At trial, [Crocker] testified in his own defense as follows. He has been friends with Steele and his co-defendant Bethune, for at least 10 years. He was part of a group called "The Cream Team," but they were not a gang. Earlier in the day on October 5, 1997, The Gods surrounded a house where The Cream Team was staying. [Crocker] ran out of the back of the house because The Gods were carrying guns. Later, Bethune stated that he had been attacked from behind, and that he did not see who did it. [Crocker] stated that he had an idea who it was, and that he was going to talk to Do-Work to get rid of the problem. He and Bethune drove to New York City, went shopping for approximately an hour on Canal Street, and arrived back in York at approximately 10:00 or 10:30 that night. In total, [Crocker] spent between six and eight hours on the road to do one hour of shopping.

When [Crocker] arrived back in York, Steele told him that Steele was having problems with Do-Work. Steele was very agitated, and said that he had guns in a third party's house. [Crocker] stated that he could talk to Do-Work without guns. Nevertheless, he retrieved a gun from the house and approached Do-Work. Do-Work walked toward [Crocker], and they met on a corner. [Crocker] did not see anyone else during his conversation with Do-Work. A few words were exchanged between [Crocker] and Do-Work, but [Crocker] did not draw a gun. [Crocker] heard gunshots from an unknown source, ran away, and left the gun near a fence. At first, [Crocker] stated that he knew the gun was broken as he approached Do- Work, but later he testified that he did not know the gun was broken until after he ran away from the gunshots. At one point, [Crocker] began to say that the gun 'jammed,' but later he stated that he simply knew the gun was broken. He did not go to the motel before this incident took place. He did, however, go to the motel after midnight on the night of the shooting. ((Doc. 18-2, App. A, Commonwealth v. Crocker, No. 1392 MDA 2001 (Pa. Super. Aug. 12, 2002), RR. 2-5).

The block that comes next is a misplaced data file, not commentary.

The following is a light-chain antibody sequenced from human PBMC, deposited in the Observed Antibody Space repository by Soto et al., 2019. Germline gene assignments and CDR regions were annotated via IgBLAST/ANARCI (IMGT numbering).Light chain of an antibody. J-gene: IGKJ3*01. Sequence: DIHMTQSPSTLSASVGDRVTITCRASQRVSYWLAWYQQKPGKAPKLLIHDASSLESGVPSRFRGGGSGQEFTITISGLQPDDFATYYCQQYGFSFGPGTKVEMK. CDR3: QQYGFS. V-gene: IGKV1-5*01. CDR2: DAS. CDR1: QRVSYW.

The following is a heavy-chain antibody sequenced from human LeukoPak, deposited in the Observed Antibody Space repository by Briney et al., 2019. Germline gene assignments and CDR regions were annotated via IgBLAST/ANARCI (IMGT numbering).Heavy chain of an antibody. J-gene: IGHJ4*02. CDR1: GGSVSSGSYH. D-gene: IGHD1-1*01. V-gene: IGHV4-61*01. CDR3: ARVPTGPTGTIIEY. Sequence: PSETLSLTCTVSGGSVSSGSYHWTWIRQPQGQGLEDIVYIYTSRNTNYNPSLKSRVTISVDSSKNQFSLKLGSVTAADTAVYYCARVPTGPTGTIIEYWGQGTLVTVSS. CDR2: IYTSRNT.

III. Procedural History

On January 15, 1999, the jury found Crocker and Bethune guilty of first degree murder and criminal conspiracy to commit murder. Both were later sentenced to life imprisonment for the first degree murder conviction and a concurrent term of 20 to 40 years on the conspiracy charge.*fn2 Following the denial of post-sentence motions, Crocker filed a direct appeal. By opinion dated April 21, 1999, the trial court issued an opinion pursuant to Pa. R. APP. 1925(a), finding all issues presented on appeal to be without merit. (Doc. 36-5, RR. 56-71). The Superior Court affirmed the judgment of conviction on December 16, 1999. (See Doc. 36-6, Commonwealth v. Crocker, 750 A.2d 366 (Pa. Super. 1999)(Table, No. 00483 MDA 99)). The Pennsylvania Supreme Court denied allowance of appeal on September 5, 2000. Commonwealth v. Crocker, 761 A.2d 548, 563 Pa. 698 (Pa. Sept. 5, 2000). Crocker did not seek a writ of certiorari from the United States Supreme Court.